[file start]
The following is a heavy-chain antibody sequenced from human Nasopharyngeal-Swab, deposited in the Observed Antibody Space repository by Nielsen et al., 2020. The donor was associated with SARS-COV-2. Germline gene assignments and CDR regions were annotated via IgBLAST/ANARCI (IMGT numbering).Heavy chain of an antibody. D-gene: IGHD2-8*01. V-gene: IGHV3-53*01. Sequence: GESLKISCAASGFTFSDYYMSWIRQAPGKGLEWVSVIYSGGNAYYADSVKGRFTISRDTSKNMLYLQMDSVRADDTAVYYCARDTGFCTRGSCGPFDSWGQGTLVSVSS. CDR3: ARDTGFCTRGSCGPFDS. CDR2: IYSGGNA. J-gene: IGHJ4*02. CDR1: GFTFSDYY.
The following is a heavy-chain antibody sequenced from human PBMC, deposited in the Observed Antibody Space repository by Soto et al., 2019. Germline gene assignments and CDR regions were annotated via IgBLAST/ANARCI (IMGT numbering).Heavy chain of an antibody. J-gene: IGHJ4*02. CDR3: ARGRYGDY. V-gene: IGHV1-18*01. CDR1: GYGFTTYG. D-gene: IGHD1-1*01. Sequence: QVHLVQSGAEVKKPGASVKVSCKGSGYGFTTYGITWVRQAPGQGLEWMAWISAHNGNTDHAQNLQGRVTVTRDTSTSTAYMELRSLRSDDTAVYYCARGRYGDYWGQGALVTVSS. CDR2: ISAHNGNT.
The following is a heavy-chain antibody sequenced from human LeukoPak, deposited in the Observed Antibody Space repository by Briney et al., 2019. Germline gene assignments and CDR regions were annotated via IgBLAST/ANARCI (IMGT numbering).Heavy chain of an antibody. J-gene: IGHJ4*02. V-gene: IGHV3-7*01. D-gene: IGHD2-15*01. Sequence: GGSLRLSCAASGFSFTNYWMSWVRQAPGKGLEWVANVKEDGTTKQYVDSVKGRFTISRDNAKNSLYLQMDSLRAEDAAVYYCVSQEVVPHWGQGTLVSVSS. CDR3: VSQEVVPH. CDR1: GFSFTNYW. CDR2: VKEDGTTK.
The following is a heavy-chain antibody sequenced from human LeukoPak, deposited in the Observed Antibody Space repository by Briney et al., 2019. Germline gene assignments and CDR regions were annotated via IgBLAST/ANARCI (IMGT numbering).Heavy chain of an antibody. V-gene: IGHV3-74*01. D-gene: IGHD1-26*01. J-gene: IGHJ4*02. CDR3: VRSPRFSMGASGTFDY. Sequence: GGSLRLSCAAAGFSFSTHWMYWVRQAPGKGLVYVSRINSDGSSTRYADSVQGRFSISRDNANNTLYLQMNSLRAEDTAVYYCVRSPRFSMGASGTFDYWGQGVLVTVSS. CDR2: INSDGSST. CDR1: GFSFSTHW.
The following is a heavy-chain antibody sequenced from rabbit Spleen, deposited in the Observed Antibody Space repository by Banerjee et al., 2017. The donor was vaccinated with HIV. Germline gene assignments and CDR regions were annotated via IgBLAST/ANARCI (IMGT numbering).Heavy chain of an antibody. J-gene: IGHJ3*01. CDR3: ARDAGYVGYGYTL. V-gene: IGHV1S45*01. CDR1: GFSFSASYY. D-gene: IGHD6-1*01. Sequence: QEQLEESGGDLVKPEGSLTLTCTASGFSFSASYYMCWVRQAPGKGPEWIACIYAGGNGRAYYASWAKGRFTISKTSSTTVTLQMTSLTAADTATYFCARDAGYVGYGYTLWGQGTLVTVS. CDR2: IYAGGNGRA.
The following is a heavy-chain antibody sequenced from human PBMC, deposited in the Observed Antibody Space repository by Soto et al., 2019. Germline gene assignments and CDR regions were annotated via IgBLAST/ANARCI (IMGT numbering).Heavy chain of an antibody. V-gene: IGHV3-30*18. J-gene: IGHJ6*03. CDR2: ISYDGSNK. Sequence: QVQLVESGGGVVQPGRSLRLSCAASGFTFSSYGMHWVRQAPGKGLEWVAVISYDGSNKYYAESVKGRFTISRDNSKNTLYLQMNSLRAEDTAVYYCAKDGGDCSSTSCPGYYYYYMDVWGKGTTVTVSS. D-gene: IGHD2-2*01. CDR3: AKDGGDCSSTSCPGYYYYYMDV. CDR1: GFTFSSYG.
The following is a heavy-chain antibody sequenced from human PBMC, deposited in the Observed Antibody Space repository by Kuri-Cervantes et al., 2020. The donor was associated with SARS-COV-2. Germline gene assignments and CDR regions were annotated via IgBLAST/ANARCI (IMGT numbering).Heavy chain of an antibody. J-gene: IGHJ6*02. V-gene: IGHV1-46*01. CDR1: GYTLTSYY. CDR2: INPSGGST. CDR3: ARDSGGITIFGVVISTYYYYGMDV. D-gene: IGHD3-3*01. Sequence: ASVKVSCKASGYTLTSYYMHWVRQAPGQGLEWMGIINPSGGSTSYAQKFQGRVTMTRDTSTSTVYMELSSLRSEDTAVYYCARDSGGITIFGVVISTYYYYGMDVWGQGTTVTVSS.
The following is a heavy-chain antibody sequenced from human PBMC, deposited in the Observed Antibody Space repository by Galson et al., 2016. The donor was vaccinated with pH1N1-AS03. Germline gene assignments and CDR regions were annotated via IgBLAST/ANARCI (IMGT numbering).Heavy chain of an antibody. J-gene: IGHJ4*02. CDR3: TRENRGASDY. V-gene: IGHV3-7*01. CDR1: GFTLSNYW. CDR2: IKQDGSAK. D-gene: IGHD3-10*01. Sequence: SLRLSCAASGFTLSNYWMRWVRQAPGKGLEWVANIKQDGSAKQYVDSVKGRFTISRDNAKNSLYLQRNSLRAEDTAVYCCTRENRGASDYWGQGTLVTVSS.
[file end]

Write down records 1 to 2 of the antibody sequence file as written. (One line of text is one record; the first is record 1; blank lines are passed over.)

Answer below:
The following is a heavy-chain antibody sequenced from human Nasopharyngeal-Swab, deposited in the Observed Antibody Space repository by Nielsen et al., 2020. The donor was associated with SARS-COV-2. Germline gene assignments and CDR regions were annotated via IgBLAST/ANARCI (IMGT numbering).Heavy chain of an antibody. D-gene: IGHD2-8*01. V-gene: IGHV3-53*01. Sequence: GESLKISCAASGFTFSDYYMSWIRQAPGKGLEWVSVIYSGGNAYYADSVKGRFTISRDTSKNMLYLQMDSVRADDTAVYYCARDTGFCTRGSCGPFDSWGQGTLVSVSS. CDR3: ARDTGFCTRGSCGPFDS. CDR2: IYSGGNA. J-gene: IGHJ4*02. CDR1: GFTFSDYY.
The following is a heavy-chain antibody sequenced from human PBMC, deposited in the Observed Antibody Space repository by Soto et al., 2019. Germline gene assignments and CDR regions were annotated via IgBLAST/ANARCI (IMGT numbering).Heavy chain of an antibody. J-gene: IGHJ4*02. CDR3: ARGRYGDY. V-gene: IGHV1-18*01. CDR1: GYGFTTYG. D-gene: IGHD1-1*01. Sequence: QVHLVQSGAEVKKPGASVKVSCKGSGYGFTTYGITWVRQAPGQGLEWMAWISAHNGNTDHAQNLQGRVTVTRDTSTSTAYMELRSLRSDDTAVYYCARGRYGDYWGQGALVTVSS. CDR2: ISAHNGNT.